Even though the critique following the essay complains that E.B. White has effrontery and is self-centered, I feel, that E. B. White effectively and boldly describes the sexual life of a male as lacking color and sparkle, a drudgery one must endure rather than enjoy, and is progressing worse instead of getting better. He is ever so subtle, and literally covers up this rise and fall of sexual tension through nature’s sights, sounds, and smells at the lake. His purpose is buried, and one has to really be a literary sleuth to read through the clues he gives. Since the year was 1904, Puritanical America would frown on him as if he were a pervert, expounding on sensual thoughts. The story gives me the feeling as a woman that I would like to jump into the pages, rather than the lake, and redeem his sexuality, rather than the shackles of boredom, that grip his body, mind, and soul, regarding sex!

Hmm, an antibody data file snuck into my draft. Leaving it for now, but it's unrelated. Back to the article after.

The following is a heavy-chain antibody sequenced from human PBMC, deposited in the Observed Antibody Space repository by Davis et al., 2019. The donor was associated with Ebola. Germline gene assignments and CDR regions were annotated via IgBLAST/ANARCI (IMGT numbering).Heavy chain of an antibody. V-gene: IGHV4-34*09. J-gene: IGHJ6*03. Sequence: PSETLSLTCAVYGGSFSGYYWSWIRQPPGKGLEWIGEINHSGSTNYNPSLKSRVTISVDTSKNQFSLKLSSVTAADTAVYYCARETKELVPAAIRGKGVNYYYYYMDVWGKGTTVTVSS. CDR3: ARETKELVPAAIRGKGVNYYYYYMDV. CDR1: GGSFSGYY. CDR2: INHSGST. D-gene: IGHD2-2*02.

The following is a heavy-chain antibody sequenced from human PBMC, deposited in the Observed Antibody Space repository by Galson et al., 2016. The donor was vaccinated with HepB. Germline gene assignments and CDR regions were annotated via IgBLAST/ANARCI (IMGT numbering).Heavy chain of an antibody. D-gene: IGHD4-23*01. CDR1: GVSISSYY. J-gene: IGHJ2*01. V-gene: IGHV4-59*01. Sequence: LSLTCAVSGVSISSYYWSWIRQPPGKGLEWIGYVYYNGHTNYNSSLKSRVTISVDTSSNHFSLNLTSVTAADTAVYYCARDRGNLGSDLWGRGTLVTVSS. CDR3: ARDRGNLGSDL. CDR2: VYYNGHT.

He pens a man’s hormones with a startling simple phrase as “restlessness of the tides and the fearful cold of the seawater” in defining the outset of puberty. He refers sacredly to this thinking as a “holy spot”, that began cool, motionless, yet smelled of “lumber and made of wet woods whose scent entered through the screen.” The reader can almost “smell” the story through the nostrils, rather than see it during many paragraphs. This vacation lake was never a “wild lake”, because sex was a taboo then with very little action. In Puritanical days, Americans followed the English tradition that sex was a vacation visited once a year, and that the couple endured it with very little emotion or understanding. One of his fears was the “gunwale for fear of the disturbing the stillness of the cathedral,” indicating that religion and society kept a steel mental barrier on one’s sexuality. Yet this retreat seemed “infinitely remote and primeval,” something lingering in the recesses of his mind of many generations past. His sense of smell is again re-ignited in the “smelling the bedroom,” followed by “his son’s sneaking out”, which surely all three generations, grandfather, father, and son, have experienced. He describes his fishing event camouflaging his male organ of his and his son’s as “We stared silently at the tips of our rods,” as if thinking, but not spoken, “What am I supposed to do with this and why?” And then he says that his boy was “silently watching his fly” revealing his youthful son’s wondering when his zipper would open and casts shadows of doubt on a reality that seems to have the sun shining all the time with very few problems. The father’s gnawing thought about his son is: Would be ready for his first sexual encounter, or sees it as uneventful as he does, with only a splash of excitement and passion here and there.